The fleet industry was hoping for clarity on a number of issues in the Spring Statement from the Chancellor of the Exchequer, Philip Hammond, but were left disappointed.
As a result, fleet decision-makers and company car drivers are still in the dark about company car benefit-in-kind (BIK) tax thresholds beyond 2020/21.
Many fleets operate on four-year vehicle replacement cycles and the Government has previously published tax rates for five years to enable future acquisition decisions to be made in the full knowledge of the taxation framework.
However, fleet decision-makers and company are drivers are currently having to make decisions in the dark as tax rates post 2020/21 are unknown.
Chris Chandler, principal consultant at Lex Autolease, said: “Future visibility on company car tax bands is important for fleet decision-makers, because fleets typically plan in three to four year cycles. It can then be more difficult to make vehicle policy decisions. This is particularly the case at the moment because the regulatory and technological environment is moving at such a pace.
“The vehicle tax system has to adapt to new technologies and environmental pressures, which means that when changes are announced, they can be pretty significant. If there are no post 2020/21 company car tax bandings announced until the next Autumn Budget, this only gives fleets around two years to factor these changes into their decision-making.
“In a rapidly changing taxation, environmental and technological landscape, it’s never been more important for fleets to have confidence in the future tax landscape.”
The picture is further complicated by the fact that the government announced in the November 2017 Budget that from April 2020, company car benefit-in-kind tax - and Vehicle Excise Duty - would be derived from CO2 figures produced under the newly introduced Worldwide harmonised Light vehicle Test Procedure (WLTP).
Industry experts have suggested that on a car-by car basis CO2 emissions could increase by 20% when compared with those obtained under the previous New European Driving Cycle (NEDC) regime.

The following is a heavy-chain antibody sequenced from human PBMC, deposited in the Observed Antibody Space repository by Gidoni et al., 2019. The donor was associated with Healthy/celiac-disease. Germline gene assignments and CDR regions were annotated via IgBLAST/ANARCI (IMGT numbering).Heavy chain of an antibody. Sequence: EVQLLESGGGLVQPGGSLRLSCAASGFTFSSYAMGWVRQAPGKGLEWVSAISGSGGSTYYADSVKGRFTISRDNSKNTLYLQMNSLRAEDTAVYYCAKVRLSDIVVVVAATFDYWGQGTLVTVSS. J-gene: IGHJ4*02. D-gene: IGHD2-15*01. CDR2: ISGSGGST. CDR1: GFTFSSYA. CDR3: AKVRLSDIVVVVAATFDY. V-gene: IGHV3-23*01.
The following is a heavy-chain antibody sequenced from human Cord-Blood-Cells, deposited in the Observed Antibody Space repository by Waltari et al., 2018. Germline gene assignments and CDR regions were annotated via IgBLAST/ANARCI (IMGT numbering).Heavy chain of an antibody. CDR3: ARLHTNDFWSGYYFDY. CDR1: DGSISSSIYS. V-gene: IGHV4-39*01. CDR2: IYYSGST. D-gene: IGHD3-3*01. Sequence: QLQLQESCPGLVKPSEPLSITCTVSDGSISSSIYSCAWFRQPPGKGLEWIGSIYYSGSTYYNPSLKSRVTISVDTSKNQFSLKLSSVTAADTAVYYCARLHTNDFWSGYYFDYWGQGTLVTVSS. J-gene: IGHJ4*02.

However, whether or not tax rates will be recalibrated as a result to avoid potentially significant benefit-in-kind increases is unknown.
Chandler said: “The lack of clarity around how a CO2 value “derived” from the new Worldwide Harmonised Light Vehicle Testing Procedure (WLTP) will be used to calculate Company Car Tax is a challenge for fleet decision-makers.
“The two-year transition from April this year, during which time we will continue to use the New European Driving Cycle (NEDC) figure, is welcome, but in reality the derived NEDC CO2 emissions figure for many vehicles will still increase.
“The actual vehicle’s CO2 emissions won’t increase, but the change in the calculation means drivers and fleets will be penalised.
“Although all fuel types are likely to increase under the new testing methods, emissions of plug-in hybrids will also rise significantly which could have further cost implications, and with planning cycles of around three years or more, fleets are hungry for more information.
“We anticipate further clarity in April once the consultation has concluded, but in the meantime fleets will be comforted that when WLTP does start to be solely used to calculate vehicle tax, it will only apply to cars that are unregistered at the time. It won’t be applied retrospectively; any car registered with a CO2 figure using the NEDC generated figure will retain that figure during its lifetime.”